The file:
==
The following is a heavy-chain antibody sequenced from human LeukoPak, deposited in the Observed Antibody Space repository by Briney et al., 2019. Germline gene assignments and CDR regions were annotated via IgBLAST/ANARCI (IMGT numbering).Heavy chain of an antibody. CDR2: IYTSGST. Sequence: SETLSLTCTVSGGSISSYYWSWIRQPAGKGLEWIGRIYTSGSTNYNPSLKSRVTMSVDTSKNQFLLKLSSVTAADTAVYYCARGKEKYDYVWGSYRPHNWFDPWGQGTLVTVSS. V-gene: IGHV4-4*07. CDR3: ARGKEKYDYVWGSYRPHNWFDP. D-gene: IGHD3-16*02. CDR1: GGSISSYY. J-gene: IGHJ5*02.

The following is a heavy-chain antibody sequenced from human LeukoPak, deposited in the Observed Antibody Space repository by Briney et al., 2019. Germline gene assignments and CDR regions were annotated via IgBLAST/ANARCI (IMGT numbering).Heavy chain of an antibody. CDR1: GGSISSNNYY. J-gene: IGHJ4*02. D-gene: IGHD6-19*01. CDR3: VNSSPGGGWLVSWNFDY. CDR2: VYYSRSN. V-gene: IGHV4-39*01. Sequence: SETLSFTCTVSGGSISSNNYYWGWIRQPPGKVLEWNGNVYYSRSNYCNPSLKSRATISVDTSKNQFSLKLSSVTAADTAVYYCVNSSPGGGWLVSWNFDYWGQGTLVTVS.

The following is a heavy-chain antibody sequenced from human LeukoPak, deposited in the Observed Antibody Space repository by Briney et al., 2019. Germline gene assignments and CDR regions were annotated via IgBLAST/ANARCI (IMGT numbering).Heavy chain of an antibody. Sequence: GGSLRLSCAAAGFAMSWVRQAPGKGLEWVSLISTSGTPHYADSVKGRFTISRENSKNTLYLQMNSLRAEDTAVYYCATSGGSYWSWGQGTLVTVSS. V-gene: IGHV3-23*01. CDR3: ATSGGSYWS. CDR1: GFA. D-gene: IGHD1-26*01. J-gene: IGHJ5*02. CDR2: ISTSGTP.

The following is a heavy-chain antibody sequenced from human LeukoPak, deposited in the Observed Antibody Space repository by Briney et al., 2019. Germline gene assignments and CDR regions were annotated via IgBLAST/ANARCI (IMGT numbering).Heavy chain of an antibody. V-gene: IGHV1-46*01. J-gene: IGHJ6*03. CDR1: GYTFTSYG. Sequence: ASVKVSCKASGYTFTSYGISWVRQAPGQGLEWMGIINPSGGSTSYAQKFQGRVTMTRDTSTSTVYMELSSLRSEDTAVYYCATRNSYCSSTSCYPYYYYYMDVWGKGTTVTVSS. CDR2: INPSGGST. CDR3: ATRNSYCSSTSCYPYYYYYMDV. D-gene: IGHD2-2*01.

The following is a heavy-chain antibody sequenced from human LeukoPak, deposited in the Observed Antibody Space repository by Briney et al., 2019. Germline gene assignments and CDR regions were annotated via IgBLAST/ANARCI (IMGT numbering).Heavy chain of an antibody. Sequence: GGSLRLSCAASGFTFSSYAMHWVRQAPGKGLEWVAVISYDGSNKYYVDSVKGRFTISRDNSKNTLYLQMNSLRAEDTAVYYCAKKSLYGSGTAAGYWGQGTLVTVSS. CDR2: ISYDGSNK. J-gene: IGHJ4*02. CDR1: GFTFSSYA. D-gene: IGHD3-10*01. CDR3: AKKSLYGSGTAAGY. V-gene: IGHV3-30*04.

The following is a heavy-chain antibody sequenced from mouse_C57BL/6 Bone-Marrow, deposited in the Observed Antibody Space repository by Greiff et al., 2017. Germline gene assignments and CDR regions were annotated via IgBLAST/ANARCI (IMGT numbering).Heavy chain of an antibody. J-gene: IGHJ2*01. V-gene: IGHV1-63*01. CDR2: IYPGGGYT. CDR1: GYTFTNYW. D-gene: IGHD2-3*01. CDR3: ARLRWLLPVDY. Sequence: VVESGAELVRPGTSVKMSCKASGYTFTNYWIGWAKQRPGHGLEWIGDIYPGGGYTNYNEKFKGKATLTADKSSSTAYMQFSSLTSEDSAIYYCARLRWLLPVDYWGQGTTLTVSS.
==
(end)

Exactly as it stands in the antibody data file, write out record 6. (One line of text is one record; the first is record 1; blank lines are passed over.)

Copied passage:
The following is a heavy-chain antibody sequenced from mouse_C57BL/6 Bone-Marrow, deposited in the Observed Antibody Space repository by Greiff et al., 2017. Germline gene assignments and CDR regions were annotated via IgBLAST/ANARCI (IMGT numbering).Heavy chain of an antibody. J-gene: IGHJ2*01. V-gene: IGHV1-63*01. CDR2: IYPGGGYT. CDR1: GYTFTNYW. D-gene: IGHD2-3*01. CDR3: ARLRWLLPVDY. Sequence: VVESGAELVRPGTSVKMSCKASGYTFTNYWIGWAKQRPGHGLEWIGDIYPGGGYTNYNEKFKGKATLTADKSSSTAYMQFSSLTSEDSAIYYCARLRWLLPVDYWGQGTTLTVSS.